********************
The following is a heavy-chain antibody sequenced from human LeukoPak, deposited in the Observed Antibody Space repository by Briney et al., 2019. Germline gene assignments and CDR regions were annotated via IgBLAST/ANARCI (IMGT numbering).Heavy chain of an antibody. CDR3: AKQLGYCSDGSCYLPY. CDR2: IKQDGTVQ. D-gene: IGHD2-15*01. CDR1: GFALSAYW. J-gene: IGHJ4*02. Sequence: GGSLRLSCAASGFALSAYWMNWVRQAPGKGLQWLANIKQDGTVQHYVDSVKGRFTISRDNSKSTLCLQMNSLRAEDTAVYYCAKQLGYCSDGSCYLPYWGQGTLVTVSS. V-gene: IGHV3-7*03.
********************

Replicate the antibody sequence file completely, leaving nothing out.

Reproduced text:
The following is a heavy-chain antibody sequenced from human LeukoPak, deposited in the Observed Antibody Space repository by Briney et al., 2019. Germline gene assignments and CDR regions were annotated via IgBLAST/ANARCI (IMGT numbering).Heavy chain of an antibody. CDR3: AKQLGYCSDGSCYLPY. CDR2: IKQDGTVQ. D-gene: IGHD2-15*01. CDR1: GFALSAYW. J-gene: IGHJ4*02. Sequence: GGSLRLSCAASGFALSAYWMNWVRQAPGKGLQWLANIKQDGTVQHYVDSVKGRFTISRDNSKSTLCLQMNSLRAEDTAVYYCAKQLGYCSDGSCYLPYWGQGTLVTVSS. V-gene: IGHV3-7*03.